House Floor. The House will vote Tuesday on a resolution calling on Vice President Pence to convene the Cabinet to invoke the 25th Amendment process to remove President Trump from office. Even though the resolution is likely to pass, Pence is not expected to move forward with steps to remove the President. As a result, on Wednesday, the House plans to vote on an article of impeachment stating that the President engaged in high crimes and misdemeanors by “willfully inciting violence against the Government of the United States.” The resolution has the support of at least 218 Democrats, enough to pass the House.
Assuming House passage, there has been speculation as to when the House would send the impeachment resolution to the Senate. House Majority Whip Jim Clyburn has suggested that the House could wait as long as 100 days in order to give the Senate time to consider nominations to the new President’s Cabinet and various legislative priorities. Today, however, Majority Leader Steny Hoyer said the impeachment article should be sent to the Senate right away, setting up a Senate trial in the first few days of a Biden administration.
After the House voted for impeachment in 2019, Speaker Pelosi held back transmittal of the articles to the Senate from Dec. 18, 2019 until Jan. 15, 2020. While there is no expectation that 67 Senators will vote to convict President Trump, a trial could take up valuable Senate floor time.
Senate Floor. The Senate will reconvene Jan. 19 with Republican Mitch McConnell as Majority Leader, but that could change after the Inauguration on Jan. 20 if the two new Georgia Democratic Senators have been sworn in and Democrat Chuck Schumer becomes the new Majority Leader. (Georgia’s certification deadline is Jan. 22, but the state Secretary of State is hoping to complete the certification as soon as possible.)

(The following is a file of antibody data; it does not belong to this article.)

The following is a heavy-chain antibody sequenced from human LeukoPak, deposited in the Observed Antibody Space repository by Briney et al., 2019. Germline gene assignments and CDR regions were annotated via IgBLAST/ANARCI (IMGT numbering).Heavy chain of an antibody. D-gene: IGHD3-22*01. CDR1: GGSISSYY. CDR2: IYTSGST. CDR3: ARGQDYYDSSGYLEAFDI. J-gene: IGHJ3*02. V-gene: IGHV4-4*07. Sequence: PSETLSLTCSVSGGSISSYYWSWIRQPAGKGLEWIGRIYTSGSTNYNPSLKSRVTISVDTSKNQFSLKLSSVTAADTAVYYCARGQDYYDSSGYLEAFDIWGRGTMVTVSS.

Regardless of who is Majority Leader, the first order of business will depend on when Speaker Pelosi transmits the article of impeachment. Once the Senate receives the House notice, Senate rules call for the trial to begin at 1 p.m. the following day and for the Senate to stay in session six days a week (except Sunday) until the trial ends, thereby precluding the consideration of nominations or legislative proposals.
In January 2020, the Senate spent 12 hours just debating the rules for the impeachment proceedings proposed by McConnell before finally adopting the rules on a party-line vote. While Chief Justice John Roberts presided over the trial at that time, Senator McConnell believes it is unclear who would preside this time if there is a trial. The Constitution provides that the Chief Justice will preside in the impeachment trial of a president, but Trump will no longer be president after noon on Jan. 20.
President-elect Biden, who is obviously concerned that a Senate trial could delay action on his nominees and legislative priorities, said today that he is awaiting guidance from the Senate parliamentarian as to whether the Senate could bifurcate its proceedings, allowing, for example, a half-day to be devoted to the trial and a half-day confirming his nominees.